We propose a distributed FrankWolfe (dFW) algorithm, a novel approach to solve such distributed sparse learning problems based on an adaptation of its centralized counterpart (Frank and Wolfe, 1956; Clarkson, 2010; Jaggi, 2013). Intuitively, dFW is able to determine, in a communicationefficient way, which atoms are needed to reach an approximate solution, and only those are broadcasted through the network. We also introduce an approximate variant of dFW that can be used to balance the amount of computation across the distributed machines to reduce synchronization costs. In terms of theoretical guarantees, we show that the total amount of communication required by dFW is upperbounded by a quantity that does not depend on but only on , and the topology of the network. We further establish that this dependency on and is worstcase optimal for the family of problems of interest by proving a matching lowerbound of communication for any deterministic algorithm to construct an approximation. Simple to implement, scalable and parameterfree, dFW can be applied to many distributed learning problems. We illustrate its practical performance on two learning tasks: LASSO regression with distributed features and Kernel SVM with distributed examples. Our main experimental findings are as follows: (i) dFW outperforms baseline strategies that select atoms using a local criterion, (ii) when the data and/or the solution is sparse, dFW requires less communication than ADMM, a popular competing method, and (iii) in a realworld distributed architecture, dFW achieves significant speedups over the centralized version, and is robust to random communication drops and asynchrony in the updates.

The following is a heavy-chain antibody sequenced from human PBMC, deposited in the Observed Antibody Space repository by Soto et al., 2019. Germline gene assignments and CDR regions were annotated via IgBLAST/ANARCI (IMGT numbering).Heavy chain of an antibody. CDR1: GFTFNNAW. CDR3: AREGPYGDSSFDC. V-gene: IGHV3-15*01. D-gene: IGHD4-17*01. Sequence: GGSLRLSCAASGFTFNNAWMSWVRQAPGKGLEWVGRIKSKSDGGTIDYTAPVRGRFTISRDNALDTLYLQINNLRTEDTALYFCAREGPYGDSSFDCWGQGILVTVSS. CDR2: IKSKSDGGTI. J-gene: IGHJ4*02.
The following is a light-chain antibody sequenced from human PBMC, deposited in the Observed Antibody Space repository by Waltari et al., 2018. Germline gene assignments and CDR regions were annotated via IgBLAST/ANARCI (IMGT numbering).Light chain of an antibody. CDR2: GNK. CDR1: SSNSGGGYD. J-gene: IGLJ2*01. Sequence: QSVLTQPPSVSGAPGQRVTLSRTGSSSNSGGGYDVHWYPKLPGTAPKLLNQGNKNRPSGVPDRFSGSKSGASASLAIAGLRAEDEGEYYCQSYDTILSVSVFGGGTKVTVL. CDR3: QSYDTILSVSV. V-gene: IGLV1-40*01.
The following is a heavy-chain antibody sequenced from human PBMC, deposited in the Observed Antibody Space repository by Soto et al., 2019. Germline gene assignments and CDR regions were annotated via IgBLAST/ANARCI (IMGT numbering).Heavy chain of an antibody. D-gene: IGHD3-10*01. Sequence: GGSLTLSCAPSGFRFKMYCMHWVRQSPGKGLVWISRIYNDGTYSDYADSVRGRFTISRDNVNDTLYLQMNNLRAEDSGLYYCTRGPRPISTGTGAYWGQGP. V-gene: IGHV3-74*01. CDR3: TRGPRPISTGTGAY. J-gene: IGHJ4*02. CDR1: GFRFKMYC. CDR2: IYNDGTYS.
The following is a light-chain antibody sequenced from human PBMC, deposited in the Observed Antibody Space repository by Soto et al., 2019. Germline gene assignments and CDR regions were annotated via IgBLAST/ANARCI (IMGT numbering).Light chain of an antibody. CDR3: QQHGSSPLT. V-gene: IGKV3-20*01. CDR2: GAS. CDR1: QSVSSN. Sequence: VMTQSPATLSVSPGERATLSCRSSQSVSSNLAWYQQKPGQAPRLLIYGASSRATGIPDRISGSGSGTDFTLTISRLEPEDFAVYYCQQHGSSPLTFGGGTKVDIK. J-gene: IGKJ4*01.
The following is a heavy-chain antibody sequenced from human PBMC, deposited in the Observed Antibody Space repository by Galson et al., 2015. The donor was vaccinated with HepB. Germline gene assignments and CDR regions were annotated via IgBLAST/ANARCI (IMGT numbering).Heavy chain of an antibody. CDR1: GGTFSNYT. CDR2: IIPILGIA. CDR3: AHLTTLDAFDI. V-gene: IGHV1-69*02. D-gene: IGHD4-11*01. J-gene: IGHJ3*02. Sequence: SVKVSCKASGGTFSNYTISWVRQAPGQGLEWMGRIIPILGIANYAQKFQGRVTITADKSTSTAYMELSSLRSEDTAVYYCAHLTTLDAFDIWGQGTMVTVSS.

Outline
Section 2 reviews the FrankWolfe algorithm in the centralized setting. In Section 3, we introduce our proposed dFW algorithm and an approximate variant of practical interest, as well as examples of applications. The theoretical analysis of dFW, including our matching communication lower bound, is presented in Section 4. Section 5 reviews some related work, and experimental results are presented in Section 6. Finally, we conclude in Section 7.
Notations
We denote scalars by lightface letters, vectors by bold lower case letters and matrices by bold upper case letters. For , we use to denote the set . For , is the all zeros vector except 1 in the entry. For a vector , the support of is defined as . The gradient of a differentiable function at is denoted by .
2 The FrankWolfe Algorithm
The FrankWolfe (FW) algorithm (Frank and Wolfe, 1956; Clarkson, 2010; Jaggi, 2013), also known as Conditional Gradient (Levitin and Polyak, 1966), is a procedure to solve convex constrained optimization problems of the form
(2)